invasive species

In Washington State killing Bigfoot is a felony but in Texas Bigfoot is considered an invasive species and can be hunted at will.

This sounds like one of those cutesy funny cryptid posts but that is actually the legal status of Bigfoot in those two states, you can look it up.

I have been invaded by Starlings today, and it resulted in a TON of pictures. This is a glimpse. I never knew a bird tongue could look like this. It is like there is a middle “beak layer”. I present to you - a Starling Tongue. Can an ornithologist confirm that this what it is supposed to look like and it is not like the Starling has a piece of his tongue frozen or something?

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Here is another member of the genus, Rubus that provides delicious berries to pick. While this plant produces tasty berries and has lovely blooms for the pollinators, it is a ruthless invader from India that has overtaken many native plant communities across the Pacific Northwest. Himalayan Blackberry (Rubus Discolor) is a widespread invasive species that creates dense thickets of thorny brambles along roadsides and in clearings. I have observed this plant out-competing countless native species including other berry-producing brambles such as blackcap raspberry.

Watersipora Wednesday! Here two opalescent nudibranchs crawl over the invasive bryozoan Watersipora subtorquata in Monterey Bay National Marine Sanctuary. 

Watersipora, the rust-colored, lobed mass pictured here, is an invasive genus of bryozoan – or aquatic filter feeding invertebrates – that has taken up residence in and around the sanctuary. Though there’s still much to learn about how these organisms grow and thrive, Watersipora are thought to have been introduced to the California coast by hitching a ride on ships and boats traveling along the coastline. 

These bryozoans have proven difficult to control because research shows they can be resistant to antifouling paints commonly used to prevent attachment of aquatic organisms to the hulls of ships. Once settled in a new environment, Watersipora can have damaging effects on native invertebrate species, smothering them and outcompeting them for space. But researchers at Monterey Bay National Marine Sanctuary have been working hard to understand how these organisms grow and thrive, and what ecological consequences we can anticipate from their spread.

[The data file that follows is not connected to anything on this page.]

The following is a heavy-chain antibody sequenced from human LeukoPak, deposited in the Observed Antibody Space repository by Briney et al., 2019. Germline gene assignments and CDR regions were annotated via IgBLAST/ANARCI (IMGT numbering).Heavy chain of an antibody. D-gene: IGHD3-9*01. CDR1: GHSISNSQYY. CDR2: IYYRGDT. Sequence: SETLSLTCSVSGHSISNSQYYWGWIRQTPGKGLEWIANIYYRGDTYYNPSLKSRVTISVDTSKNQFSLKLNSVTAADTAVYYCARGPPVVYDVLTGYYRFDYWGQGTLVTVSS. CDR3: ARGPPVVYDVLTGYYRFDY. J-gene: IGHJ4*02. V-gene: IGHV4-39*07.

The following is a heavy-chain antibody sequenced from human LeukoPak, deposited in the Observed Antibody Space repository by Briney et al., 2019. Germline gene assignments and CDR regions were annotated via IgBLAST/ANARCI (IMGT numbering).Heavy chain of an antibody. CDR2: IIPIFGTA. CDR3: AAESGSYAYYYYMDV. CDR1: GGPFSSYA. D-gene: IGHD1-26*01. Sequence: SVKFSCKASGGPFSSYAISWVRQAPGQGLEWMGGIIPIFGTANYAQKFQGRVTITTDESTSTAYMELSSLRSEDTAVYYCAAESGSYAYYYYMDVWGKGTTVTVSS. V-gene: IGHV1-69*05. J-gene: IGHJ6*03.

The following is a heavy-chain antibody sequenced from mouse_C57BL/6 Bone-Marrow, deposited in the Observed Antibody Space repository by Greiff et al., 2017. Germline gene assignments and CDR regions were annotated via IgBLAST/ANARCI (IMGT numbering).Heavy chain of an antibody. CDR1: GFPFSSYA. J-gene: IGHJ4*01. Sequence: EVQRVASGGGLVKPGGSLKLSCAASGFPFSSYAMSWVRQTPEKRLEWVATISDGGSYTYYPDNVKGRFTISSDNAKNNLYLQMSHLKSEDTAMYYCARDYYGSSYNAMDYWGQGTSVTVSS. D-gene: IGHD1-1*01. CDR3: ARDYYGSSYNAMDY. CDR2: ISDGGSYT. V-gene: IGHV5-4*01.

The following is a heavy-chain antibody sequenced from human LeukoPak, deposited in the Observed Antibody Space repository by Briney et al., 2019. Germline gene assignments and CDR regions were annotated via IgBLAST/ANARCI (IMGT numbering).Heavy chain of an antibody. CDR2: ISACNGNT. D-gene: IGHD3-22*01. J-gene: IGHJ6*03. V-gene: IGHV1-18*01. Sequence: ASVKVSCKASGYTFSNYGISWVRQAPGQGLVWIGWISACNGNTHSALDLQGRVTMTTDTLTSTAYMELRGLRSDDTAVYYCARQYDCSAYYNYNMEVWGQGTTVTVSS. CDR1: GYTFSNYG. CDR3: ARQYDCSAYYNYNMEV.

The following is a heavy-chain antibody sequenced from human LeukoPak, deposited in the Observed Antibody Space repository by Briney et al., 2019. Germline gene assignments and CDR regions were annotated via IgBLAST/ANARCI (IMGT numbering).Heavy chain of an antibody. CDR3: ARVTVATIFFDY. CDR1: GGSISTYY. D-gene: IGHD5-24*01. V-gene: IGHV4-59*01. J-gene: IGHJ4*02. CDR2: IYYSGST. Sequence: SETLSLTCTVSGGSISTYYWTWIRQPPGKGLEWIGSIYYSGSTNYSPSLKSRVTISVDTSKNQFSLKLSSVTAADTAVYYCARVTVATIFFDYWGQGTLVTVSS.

(Photo: Steve Lonhart/NOAA)

Save the bees!

Honey nut cheerios is running a “save the bees” campaign. If you google it, they’ll send you wildflower seeds! Im super excited for flowers!!!

::edit::

Just a reminder, check to make sure the flowers are not an invasive species in your area! I know where I live, all the species are safe to plant, but do a quick google search and double check!

The Crustacean Invasion: European green crabs are native to western Europe and northwest Africa, but have invaded ecosystems in every continent but Antarctica. 

Because they disperse over long distances during their larval stage and aren’t exactly picky eaters (these crabs will eat clams, shrimp, and other invertebrates!), European green crabs are quite successful at invading new territories. Where they establish new populations, these crabs threaten shellfish fisheries and ecosystem health. 

For reasons not yet well known, European green crabs have been particularly successful in Seadrift Lagoon, a manmade lagoon near San Francisco that is tidally linked to Bolinas Lagoon. There, they’ve established the largest West Coast concentration in a closed marine ecosystem! But folks at Greater Farallones National Marine Sanctuary are hard at work removing these invasive crabs. Since 2009, teams have worked to remove tens of thousands of crabs from the lagoon, and their work continues. 

(Photo: Kate Bimrose/NOAA) 

anonymous asked:

Imagine aliens reaction to a human literally laughing in the face of danger. Just, GIANT SPACE MONSTER THING and all the human does is laugh while it loads its rifle. Band of space pirates and one is asking for the human as a bride because of reasons, "pfft, no."

Yussep had faced many dangers. The Falls of Chaos, the race of creatures known only as Devourers. Each time he had barely escaped with his life. But nothing–NOTHING– scared him more than humans. Yussep and Mari had been travelling together on this hell planet for almost two years, long after his species invasion had ended. Poorly. The earth had all but destroyed their entire fleet, so they’d retreated, leaving Yussep alone. Mari had always been scary, but this…. now she was downright terrifying.

She had faced a Many Faced Night Crawler, from a planet no ship could get near. The Night Crawlers were the ultimate killing machines. Fast, strong, AND smart. The ultimate combo. So when a legion had landed on Earth, Yussep prepared to say goodbye to his new home. He and Mari had been passing by chance when the fleet had landed. He’d tried to warn her, tried to drag her away. Over their time together he had grown bonded with her. But Mari wrenched her arm from his grasp. When she spoke it was little more than a feral growl.

“They picked the wrong planet. I am done with these damn aliens always invading my damn planet. ” she stormed towards the fleet, looking impossibly tiny agaisnt their war ships, her dark skin barely registering againt the midnight black hull. Yussep quietly mourned his friend as he followed behind, his brain screaming at him to run, to do the logical thing as he always had. But compared to the night crawlers, Mari was a kitten.